How To Make Your Online Content Readable

Have you ever tried to read a sentence over and over and couldn’t digest it? Your eyes blur over the words and you can’t grasp what the author is saying. That’s a tall tale sign the author is trying to sound smarter or make their concept more complicated than they need to. In order to make your readers feel like they can enjoy and understand your content, you must make it digestible. There are several ways to achieve this, but a few examples are to: write shorter sentences, use headings, create bullet points, add visuals and make it mobile friendly.  

Don’t: Use Obscure Verbiage

I hate when authors use large, unnecessary words to convey their message. Just say it! No one wants to read your article and have to look up words in Urban Dictionary. If consumers don’t have to think too much about what they’re reading, they can enjoy the content more. In an article titled The Source of Bad Writing, Steven Pinker describes the Curse of Knowledge. It doesn’t always occur to the writer that the reader doesn’t know what they know, so the writer doesn’t bother to explain the jargon. Author and professor Adam Grant has a perfect saying for this phenomenon, “Good communicators make themselves look smart. Great communicators make their audiences feel smart”. Make it concise; there’s no need for ambitious wording.

Do: Create Space

As digital media becomes more popular, mobile-friendly versions have become integral to user experience. If you write long paragraphs with no breathing room, the reader might feel overwhelmed by the content and steer clear. Using headings and bullet points to separate your ideas is a good way to create space. If the reader is more interested in a specific portion of your article, book, etc. they might navigate to that heading. Bullet points are great for outlining key ideas as bite-size content. This article about paraphrasing is a perfect example for using headers and bullet points correctly.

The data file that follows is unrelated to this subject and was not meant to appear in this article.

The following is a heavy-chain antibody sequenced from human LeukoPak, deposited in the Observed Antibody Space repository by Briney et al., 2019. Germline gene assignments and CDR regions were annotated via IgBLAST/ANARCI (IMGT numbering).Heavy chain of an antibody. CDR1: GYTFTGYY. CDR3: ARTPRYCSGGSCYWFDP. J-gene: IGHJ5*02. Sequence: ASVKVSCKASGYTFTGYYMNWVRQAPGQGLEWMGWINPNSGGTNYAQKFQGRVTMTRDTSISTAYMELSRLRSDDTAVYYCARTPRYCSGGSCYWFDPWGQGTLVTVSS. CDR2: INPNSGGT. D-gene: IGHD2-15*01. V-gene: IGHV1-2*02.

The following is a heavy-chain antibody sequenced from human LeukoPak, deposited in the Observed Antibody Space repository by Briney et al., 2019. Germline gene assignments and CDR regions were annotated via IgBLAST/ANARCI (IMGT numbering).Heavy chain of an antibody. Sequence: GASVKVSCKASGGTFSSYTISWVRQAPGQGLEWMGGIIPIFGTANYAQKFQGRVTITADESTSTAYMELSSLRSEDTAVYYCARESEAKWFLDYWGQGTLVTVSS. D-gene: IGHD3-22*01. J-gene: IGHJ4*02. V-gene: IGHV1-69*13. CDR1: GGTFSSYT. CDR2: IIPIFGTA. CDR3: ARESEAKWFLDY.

Do: Use Images

Posting an article without related images breaks the “unspoken rules” of media. For example if you’re discussing statistics, a graph should be displayed along with it. Digital media is so visual, and words alone cannot compete with the saturation of the web. Everyone reads on their phones, tablets or computers and if your article isn’t supported on an iPhone, you’re doomed to thrive. You must conform to digital media and its demands. 

The main point is to make things easy for the reader. The consumer has already found your book, article, paper, etc. Reading is supposed to be an escape or learning experience. No one will want to read your content if you make them work for it.

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